There are also several walk-behind devices for moving rolls that are oriented horizontally. These units do not have the ability to turn rolls. They are used for simply moving rolls and possible loading cantilevered shafts. Often times these units include ball bearings mounted in the boom for easy sliding onto cantilevered shafts of an unwind or from cantilevered shafts of a rewind stand. Units are available with powered roll pushers for heavy roll weights. Below are some examples:

Tilt table devices | Tilt tables allow users to turn rolls 90 deg. These tables can be designed to handle loads up to 10,000 lbs. They also can be loaded with whole pallets of rolls to turn several rolls at one time.

Tilt table advantages:

  • Turn multiple rolls, even whole pallets, 90 deg all at one time
  • Avoid telescoping
  • Turn very heavy loads—up to 10,000 lbs.

Tilt table disadvantages:
  • Rolls must be brought to and from tilt table
  • Turning rolls is a separate operation from moving rolls

Automatic and semi-automatic robotic systems | Robotic systems offer the most automated roll handling systems. They remove or greatly limit plant personnel handling of rolls, offering the ultimate in safety.

Robotic systems advantages:

  • Greatly reduce or eliminate operators from handling rolls
  • Highly efficient

Robotic systems disadvantages:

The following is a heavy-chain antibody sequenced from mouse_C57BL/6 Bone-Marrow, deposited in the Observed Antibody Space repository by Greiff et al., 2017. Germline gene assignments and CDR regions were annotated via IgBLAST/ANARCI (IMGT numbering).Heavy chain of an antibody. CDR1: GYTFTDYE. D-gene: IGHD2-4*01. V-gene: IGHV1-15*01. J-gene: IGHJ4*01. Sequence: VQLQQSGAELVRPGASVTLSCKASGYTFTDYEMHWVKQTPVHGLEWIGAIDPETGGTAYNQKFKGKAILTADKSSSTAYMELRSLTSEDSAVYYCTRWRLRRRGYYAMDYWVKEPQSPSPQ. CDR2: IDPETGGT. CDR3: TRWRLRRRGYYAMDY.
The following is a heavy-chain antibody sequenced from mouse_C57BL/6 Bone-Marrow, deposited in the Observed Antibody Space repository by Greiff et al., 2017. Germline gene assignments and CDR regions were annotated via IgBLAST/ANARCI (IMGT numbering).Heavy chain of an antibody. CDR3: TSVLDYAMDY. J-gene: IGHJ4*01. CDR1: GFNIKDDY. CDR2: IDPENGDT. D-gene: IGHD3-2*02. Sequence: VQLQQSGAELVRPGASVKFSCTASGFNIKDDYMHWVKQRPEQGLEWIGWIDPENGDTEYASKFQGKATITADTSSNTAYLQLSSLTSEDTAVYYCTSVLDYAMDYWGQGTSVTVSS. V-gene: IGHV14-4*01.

• Very complex systems
  • Changes in setups require changes in programming
  • Expensive

What to consider when searching for roll handling equipment
There are many types of roll handling equipment. Each is well suited for specific applications and each is somewhat customized for specific applications.

In order to properly specify the right roll handling equipment for your application, there is some application information to consider and discuss with potential equipment vendors.
  • How heavy are the rolls to be handled?
  • Do you need to move rolls, turn rolls, or both?
  • What roll widths are you handling?
  • What roll diameters do you want to handle—minimum to maximum?
  • What is your roll core size(s)?
  • Are your cores cardboard, metal, or plastic?
  • Are the outside layers of your material roll delicate?
  • Will core damage effect your operations?
  • What efficiencies do you need?
  • How fast do you need to move rolls?
  • How fast do you need to turn rolls?
  • Do you require overhead? Or does it exist?
  • Get everyone involved in the decision process! If equipment operators can’t use the equipment because it is too slow or cumbersome—they will not use it!

Roll handling equipment, when applied properly, will improve your plant safety and your bottom line. Less plant personnel injury, fatigue, and less waste due to roll damage will improve your process and increase profits.

Jeff Damour is engineering manager at Converter Accessory Corp., Wind Gap, PA. He has been with CAC for more than 19 years, most of that time spent "in the field." Jeff has published several web handling technical articles and is a regular presenter at the Converting Equipment Mfrs. Assn. (CEMA) Coating & Laminating and Slitting seminars. Contact Jeff at 800/433-2413; damour@epix.net.